First, the foreign aid itself would not be increased overall, because forging a political consensus for maintaining levels as they are is hard enough. But it would be targeted at bread-and-butter regionwide programs that seek to slow societal deterioration gradually, in order to create an environment for the emergence of healthier politics. It would not be targeted at making a particular country democratic in the face of a low literacy rate, the absence of a middle class, and a history of ethnic or regional strife. The Washington establishment chants that democracies don't go to war, but what are emerging in many places are pseudo-democracies, societies teetering on ungovernability which hold elections out of desperation rather than as the final step in a process of economic and political development. Reduced emphasis on "democratic elections" would mean a new emphasis instead on population control, women's literacy, and resource-renewal projects. If more conservatives knew, for example, that an 85 percent cut in U.S. Agency for International Development family-planning programs would lead to 1.6 million more abortions a year by desperate women in developing countries, enough of them might support renewing these programs to form a majority with liberals. Moreover, it has been shown that increased literacy among women reduces the birth rate: literate women exert more power in their relationships with men, control their own lives and those of their children better, and use financial and natural resources more intelligently. Nothing promotes positive social evolution in the Third World more speedily than women's education.
Second, early warning. Some equate pessimism about the Third World with cynicism. In truth, pessimism is often both a realistic and a moral response: we should be scouting for trouble, not indulging fond hope. Probing for trouble in advance--as the United States is doing now in Burundi--will not always pay dividends. But there will be times when conflict management sooner will forestall more agonizing choices later.
The third aspect is intervention--the rarer the better. The so-called Powell Doctrine--which calls for intervention only when it can be quickly and easily accomplished--has been criticized for moral obtuseness. But the Powell Doctrine is in fact a good start. The degree of difficulty of a humanitarian relief operation must be a criterion in making a decision, for if it is not, our misadventures will preclude intervention even when intervention would otherwise have been worthwhile. The other criteria should be the strategic value of the place where we are considering intervening and the psychological weight that such an intervention might exert on other parts of the world. Interventions in places and situations in which morality coincides with ease, strategic value, and leverage would meet what the military calls the parents' test: when a Pentagon official can stare a soldier's parents in the eye and tell them that their son or daughter died in the service of something worth dying for. (There are situations in which the strategic value is significant but so is the difficulty--such as in the Balkans and on the Korean peninsula. These places are historical legacies of sacrifices in three wars that saw great losses of American lives, and compared with which our historical involvement in a place like Liberia pales in significance.) In any case, here is George F. Kennan, cautioning against intervention in Somalia--a warning that applies to other Third World states that have gone into the abyss.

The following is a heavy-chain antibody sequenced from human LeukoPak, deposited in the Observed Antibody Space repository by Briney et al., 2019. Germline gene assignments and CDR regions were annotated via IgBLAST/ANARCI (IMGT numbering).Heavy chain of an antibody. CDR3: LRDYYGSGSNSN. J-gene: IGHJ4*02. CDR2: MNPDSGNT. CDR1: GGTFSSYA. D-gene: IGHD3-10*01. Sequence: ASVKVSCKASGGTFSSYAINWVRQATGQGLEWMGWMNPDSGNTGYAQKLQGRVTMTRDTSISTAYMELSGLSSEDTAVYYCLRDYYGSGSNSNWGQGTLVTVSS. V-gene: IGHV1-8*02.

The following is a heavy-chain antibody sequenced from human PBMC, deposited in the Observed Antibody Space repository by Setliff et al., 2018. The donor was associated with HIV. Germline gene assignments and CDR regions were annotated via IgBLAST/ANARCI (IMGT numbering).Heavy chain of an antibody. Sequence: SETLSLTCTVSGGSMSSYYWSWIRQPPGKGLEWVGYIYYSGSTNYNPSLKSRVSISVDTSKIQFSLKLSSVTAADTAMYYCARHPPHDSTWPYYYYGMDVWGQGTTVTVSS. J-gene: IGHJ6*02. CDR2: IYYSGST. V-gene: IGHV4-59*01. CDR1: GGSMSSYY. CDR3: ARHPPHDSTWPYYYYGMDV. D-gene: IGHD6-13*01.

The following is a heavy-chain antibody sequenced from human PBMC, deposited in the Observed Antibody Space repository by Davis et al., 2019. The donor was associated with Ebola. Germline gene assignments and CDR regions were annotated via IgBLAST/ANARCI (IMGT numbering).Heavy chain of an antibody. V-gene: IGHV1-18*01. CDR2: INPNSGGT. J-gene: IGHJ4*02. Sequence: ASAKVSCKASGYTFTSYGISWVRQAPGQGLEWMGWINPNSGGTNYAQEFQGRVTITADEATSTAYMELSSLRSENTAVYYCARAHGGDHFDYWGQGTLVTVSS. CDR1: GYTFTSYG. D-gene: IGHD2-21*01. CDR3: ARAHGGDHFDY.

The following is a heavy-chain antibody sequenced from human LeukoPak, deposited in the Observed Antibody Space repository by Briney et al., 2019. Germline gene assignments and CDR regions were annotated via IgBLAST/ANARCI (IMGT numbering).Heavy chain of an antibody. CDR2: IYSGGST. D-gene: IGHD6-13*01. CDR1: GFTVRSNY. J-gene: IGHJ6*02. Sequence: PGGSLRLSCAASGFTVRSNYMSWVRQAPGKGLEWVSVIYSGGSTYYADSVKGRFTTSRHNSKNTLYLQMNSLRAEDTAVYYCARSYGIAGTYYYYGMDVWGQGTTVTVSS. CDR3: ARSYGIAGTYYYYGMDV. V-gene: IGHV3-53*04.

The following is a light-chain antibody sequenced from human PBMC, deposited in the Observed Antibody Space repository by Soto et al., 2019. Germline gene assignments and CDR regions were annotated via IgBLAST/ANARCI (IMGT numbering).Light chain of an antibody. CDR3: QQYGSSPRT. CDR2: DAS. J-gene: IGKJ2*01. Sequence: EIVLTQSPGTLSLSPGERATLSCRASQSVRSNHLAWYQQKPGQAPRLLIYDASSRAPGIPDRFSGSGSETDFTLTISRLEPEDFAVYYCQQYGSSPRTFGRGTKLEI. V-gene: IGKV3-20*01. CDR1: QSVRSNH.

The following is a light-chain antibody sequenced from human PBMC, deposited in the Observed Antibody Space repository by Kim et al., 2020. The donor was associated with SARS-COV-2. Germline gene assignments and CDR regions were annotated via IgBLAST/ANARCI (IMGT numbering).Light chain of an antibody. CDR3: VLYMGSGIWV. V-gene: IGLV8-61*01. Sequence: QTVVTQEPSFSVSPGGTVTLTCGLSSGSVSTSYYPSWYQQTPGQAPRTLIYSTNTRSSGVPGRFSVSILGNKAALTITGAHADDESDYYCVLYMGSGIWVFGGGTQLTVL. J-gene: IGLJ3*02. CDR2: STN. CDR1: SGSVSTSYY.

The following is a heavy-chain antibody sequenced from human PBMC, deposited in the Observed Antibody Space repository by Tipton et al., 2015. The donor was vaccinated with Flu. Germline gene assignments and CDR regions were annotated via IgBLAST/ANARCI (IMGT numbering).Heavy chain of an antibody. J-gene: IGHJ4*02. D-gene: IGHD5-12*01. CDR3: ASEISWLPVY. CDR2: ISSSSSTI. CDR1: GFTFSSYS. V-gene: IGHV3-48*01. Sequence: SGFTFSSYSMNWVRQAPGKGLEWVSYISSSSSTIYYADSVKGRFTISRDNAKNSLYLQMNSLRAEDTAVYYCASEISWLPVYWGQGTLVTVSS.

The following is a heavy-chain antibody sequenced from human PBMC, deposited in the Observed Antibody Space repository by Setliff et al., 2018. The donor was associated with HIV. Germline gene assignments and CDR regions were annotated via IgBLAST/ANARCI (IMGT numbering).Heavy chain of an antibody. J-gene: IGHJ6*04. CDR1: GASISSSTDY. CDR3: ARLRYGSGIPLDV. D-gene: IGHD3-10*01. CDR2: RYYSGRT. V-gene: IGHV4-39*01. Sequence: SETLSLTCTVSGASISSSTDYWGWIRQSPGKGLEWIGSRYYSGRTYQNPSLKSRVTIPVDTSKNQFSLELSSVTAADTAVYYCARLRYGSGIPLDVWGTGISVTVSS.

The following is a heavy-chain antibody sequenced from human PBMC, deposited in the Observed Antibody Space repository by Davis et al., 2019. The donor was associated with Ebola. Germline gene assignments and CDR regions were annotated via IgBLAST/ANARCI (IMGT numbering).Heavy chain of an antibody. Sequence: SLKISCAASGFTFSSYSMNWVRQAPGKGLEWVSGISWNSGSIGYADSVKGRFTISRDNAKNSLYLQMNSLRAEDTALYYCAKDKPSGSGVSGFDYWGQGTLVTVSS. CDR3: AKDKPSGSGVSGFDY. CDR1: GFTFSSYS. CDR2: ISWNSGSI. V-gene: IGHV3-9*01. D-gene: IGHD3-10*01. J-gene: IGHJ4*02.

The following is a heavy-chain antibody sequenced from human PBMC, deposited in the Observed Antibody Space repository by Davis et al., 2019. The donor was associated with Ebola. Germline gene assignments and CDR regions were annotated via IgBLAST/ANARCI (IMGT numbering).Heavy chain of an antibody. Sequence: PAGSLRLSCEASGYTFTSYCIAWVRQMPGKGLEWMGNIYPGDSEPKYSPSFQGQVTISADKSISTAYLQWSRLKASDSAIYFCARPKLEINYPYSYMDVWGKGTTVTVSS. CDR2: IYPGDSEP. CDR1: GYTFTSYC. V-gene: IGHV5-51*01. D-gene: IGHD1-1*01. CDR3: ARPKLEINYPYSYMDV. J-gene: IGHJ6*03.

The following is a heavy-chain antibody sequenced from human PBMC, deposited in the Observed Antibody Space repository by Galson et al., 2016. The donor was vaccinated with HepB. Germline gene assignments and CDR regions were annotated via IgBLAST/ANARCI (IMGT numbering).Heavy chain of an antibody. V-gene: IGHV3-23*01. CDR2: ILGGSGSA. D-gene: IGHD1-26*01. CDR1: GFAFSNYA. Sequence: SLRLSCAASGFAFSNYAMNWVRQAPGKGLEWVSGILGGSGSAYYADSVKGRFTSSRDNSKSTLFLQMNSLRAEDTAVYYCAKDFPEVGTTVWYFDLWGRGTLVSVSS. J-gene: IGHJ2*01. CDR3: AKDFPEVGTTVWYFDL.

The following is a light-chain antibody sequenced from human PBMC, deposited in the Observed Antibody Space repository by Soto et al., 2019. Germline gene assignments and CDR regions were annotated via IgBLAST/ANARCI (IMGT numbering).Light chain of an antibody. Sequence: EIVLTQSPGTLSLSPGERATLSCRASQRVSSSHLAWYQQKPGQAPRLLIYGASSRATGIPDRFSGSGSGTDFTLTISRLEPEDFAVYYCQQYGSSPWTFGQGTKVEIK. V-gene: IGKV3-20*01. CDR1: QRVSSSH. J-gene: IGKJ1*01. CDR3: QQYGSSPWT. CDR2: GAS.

The fact is that this dreadful situation cannot possibly be put to rights other than by the establishment of a governing power for the entire territory, and a very ruthless, determined one at that. It would not be a democratic one, because the very pre-requisites for a democratic political system do not exist among the people in question.
The framework outlined above accepts a certain amount of evil (diminished concern for elections; a willingness in many cases to stand by and watch atrocious situations without intervening) in order to pursue an attainable good (low-risk, high-yield interventions only, and only on rare occasions; modest but clear involvement in literacy and other bread-and-butter programs in places where improvement is possible). We must stay engaged, but within strict limits.
Illustration by Doug Ross
The Atlantic Monthly; August, 1996; Proportionalism; Volume 278, No. 2; pages 16-20.